Odessa, Ukraine

Located in southern Ukraine, the city of Odessa is located on which body of water?

And the answer: Black Sea.

Photo courtesy: Volodymyrkrasyuk/Dreamstime.com

Located on the Black Sea, Odessa was founded in the late 18th century on decree by Catherine the Great. During the 19th century, it was the fastest growing and fourth largest city of Imperial Russia. Long after Ukraine declared independence from the Soviet Union in 1991, Odessa remains an important and strategic seaport for the region.

This historic seaport has been conquered many times throughout history, creating a city with a uniquely diverse face. Among the cities in 19th century Russia, Odessa was the one of the largest -- rivaling in expansion to American cities such as Chicago. Odessa’s ethnic population was also the most complex of all the Russian imperial cities. According to the 1837 census, there were over fifty languages (other than Russian) spoken in Odessa. Among these languages, Yiddish was extremely prominent, as the city was home to a substantial and thriving Jewish population.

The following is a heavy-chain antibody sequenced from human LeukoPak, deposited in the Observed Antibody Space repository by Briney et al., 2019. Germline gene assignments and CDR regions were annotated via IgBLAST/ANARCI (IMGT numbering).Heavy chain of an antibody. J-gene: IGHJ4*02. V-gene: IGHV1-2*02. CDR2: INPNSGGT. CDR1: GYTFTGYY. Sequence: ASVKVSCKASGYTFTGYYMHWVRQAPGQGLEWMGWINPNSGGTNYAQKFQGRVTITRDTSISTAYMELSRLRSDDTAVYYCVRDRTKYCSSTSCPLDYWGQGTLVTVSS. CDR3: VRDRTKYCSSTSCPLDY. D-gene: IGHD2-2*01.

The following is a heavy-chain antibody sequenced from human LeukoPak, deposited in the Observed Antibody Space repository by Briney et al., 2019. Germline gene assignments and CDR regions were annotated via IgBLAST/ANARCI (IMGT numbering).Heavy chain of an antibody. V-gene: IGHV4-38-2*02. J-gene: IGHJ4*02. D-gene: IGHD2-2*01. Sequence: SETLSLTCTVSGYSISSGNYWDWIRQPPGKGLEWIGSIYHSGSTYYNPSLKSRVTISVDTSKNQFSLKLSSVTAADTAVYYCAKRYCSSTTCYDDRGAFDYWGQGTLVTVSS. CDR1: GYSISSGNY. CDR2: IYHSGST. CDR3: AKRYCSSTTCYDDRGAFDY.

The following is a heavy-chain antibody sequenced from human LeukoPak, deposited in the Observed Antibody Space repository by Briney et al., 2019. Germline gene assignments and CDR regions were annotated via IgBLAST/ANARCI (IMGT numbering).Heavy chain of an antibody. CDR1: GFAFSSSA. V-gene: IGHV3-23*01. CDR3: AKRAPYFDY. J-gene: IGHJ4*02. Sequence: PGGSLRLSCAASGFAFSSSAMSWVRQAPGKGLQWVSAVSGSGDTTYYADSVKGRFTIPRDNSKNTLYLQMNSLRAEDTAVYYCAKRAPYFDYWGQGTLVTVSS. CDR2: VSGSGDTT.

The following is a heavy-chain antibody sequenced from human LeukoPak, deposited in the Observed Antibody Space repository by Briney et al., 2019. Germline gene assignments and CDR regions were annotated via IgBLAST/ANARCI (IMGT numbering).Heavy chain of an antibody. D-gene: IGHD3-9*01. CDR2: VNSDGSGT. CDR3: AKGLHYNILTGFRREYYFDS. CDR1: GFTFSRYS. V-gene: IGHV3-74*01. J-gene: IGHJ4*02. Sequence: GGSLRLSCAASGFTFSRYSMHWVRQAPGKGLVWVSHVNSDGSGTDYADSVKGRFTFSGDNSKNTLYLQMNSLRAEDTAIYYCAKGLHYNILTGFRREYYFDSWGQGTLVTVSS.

While Catherine the Great took Odessa from the Turks in the late 18th century, it remains an ideological and even physical battleground even today. With Russia’s annexation of the Crimean peninsula in 2014, Odessa continues to walk the line of Ukranian and Russian control, the two nearby nations knocking shoulders for power in the integral seaport.

Until an agreement is achieved, Odessa will forge on in its other diverse pursuits. Highlights include the city's multiple institutes of higher education, their historic theater and opera houses, and their wide range of engineering industries.

Learn more about this historic seaport here.


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